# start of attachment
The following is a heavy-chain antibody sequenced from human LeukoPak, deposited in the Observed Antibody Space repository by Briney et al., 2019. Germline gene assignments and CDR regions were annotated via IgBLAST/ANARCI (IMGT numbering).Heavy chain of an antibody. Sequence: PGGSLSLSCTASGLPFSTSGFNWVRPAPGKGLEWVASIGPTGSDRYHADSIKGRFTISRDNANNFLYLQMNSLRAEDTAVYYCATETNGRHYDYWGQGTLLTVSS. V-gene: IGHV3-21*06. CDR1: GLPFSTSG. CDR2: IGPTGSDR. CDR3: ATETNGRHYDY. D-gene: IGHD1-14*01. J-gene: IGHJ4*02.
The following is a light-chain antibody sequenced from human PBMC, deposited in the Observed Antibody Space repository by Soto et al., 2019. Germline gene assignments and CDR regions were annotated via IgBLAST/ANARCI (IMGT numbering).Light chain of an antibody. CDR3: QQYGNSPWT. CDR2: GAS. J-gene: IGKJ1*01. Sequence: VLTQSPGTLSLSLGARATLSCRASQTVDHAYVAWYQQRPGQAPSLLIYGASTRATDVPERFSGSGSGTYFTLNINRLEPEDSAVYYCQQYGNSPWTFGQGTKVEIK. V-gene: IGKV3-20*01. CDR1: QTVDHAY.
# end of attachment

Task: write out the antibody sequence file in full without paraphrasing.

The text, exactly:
The following is a heavy-chain antibody sequenced from human LeukoPak, deposited in the Observed Antibody Space repository by Briney et al., 2019. Germline gene assignments and CDR regions were annotated via IgBLAST/ANARCI (IMGT numbering).Heavy chain of an antibody. Sequence: PGGSLSLSCTASGLPFSTSGFNWVRPAPGKGLEWVASIGPTGSDRYHADSIKGRFTISRDNANNFLYLQMNSLRAEDTAVYYCATETNGRHYDYWGQGTLLTVSS. V-gene: IGHV3-21*06. CDR1: GLPFSTSG. CDR2: IGPTGSDR. CDR3: ATETNGRHYDY. D-gene: IGHD1-14*01. J-gene: IGHJ4*02.
The following is a light-chain antibody sequenced from human PBMC, deposited in the Observed Antibody Space repository by Soto et al., 2019. Germline gene assignments and CDR regions were annotated via IgBLAST/ANARCI (IMGT numbering).Light chain of an antibody. CDR3: QQYGNSPWT. CDR2: GAS. J-gene: IGKJ1*01. Sequence: VLTQSPGTLSLSLGARATLSCRASQTVDHAYVAWYQQRPGQAPSLLIYGASTRATDVPERFSGSGSGTYFTLNINRLEPEDSAVYYCQQYGNSPWTFGQGTKVEIK. V-gene: IGKV3-20*01. CDR1: QTVDHAY.